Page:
I said that I would reply more widely, and perhaps this is a convenient moment for me to do so. As we promised to do, we considered with some care the points which were put forward very constructively at the earlier stage of this Bill. My noble friend Lady Farrington has been in correspondence with a number of noble Lords.

One central--if not the most important--concern was why the commissioner should have no formal role in policies and services that do not come within the responsibility of the National Assembly for Wales. I hope that it is helpful to the Committee to conclude that we have listened with some care. I am able to confirm that we intend to bring forward on Report an amendment that would empower the commissioner to consider, and make representations to the Assembly about, any matter which affects the rights or welfare of children in Wales.

I hope that the Committee will consider that to be a significant amendment and a significant step forward. We promised to consider the matter very carefully and, accordingly, we are able to give that assurance. Therefore, the commissioner will have a formal role in matters which do not fall within the devolved fields of responsibility of the National Assembly.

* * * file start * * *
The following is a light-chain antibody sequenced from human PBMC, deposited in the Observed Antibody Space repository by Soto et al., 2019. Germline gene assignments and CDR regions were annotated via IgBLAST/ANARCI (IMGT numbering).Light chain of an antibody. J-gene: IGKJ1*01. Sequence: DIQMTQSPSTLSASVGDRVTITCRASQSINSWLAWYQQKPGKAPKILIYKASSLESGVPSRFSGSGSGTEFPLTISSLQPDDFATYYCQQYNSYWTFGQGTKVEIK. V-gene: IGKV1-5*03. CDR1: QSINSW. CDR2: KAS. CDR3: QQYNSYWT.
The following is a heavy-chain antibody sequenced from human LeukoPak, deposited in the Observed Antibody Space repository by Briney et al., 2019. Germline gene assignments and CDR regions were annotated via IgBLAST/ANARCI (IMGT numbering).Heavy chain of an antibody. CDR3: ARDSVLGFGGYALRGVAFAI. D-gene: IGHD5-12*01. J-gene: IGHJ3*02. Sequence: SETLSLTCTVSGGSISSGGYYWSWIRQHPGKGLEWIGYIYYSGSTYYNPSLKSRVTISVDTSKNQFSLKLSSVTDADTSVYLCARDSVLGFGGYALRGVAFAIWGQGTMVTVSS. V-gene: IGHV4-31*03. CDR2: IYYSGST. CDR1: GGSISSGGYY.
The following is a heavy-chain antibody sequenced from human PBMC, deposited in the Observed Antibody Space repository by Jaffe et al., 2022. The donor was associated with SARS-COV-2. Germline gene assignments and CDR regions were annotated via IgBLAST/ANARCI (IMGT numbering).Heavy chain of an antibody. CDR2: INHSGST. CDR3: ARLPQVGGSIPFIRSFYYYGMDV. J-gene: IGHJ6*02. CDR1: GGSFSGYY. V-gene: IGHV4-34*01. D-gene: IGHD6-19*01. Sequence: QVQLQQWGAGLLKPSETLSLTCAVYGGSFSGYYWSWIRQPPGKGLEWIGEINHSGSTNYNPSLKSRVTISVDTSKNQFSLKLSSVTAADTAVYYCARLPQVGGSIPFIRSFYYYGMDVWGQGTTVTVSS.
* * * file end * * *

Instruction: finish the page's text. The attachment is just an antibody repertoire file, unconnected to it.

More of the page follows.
As I said, the intention is for the commissioner to be able, by virtue of the amendment--if your Lordships accept it--to make representations to the Assembly. He can do so yearly as part of his required annual report. If he believes that it is more appropriate, he can do so on an ad hoc basis. The Assembly would then be able to consider the commissioner's representations and make representations itself to, for example, central government by virtue of its powers under Section 33 of the Government of Wales Act.

We shall also bring forward amendments to ensure that the commissioner is able to exercise discretion in circumstances involving a child who has died. We have looked again at the provisions in Clause 1 about which, I believe, a question was raised. There may be some doubt about it and we intend to remove that doubt.

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We shall also bring forward amendments to ensure that the commissioner's power to review the exercise of functions by the Assembly or by any of the Schedule 2A bodies will extend to other persons or bodies who may exercise functions on behalf of the Assembly or the bodies listed in the schedule. We intend to add community councils in Wales to the list of bodies whose exercise of functions in relation to their effect on children is subject to review by the commissioner.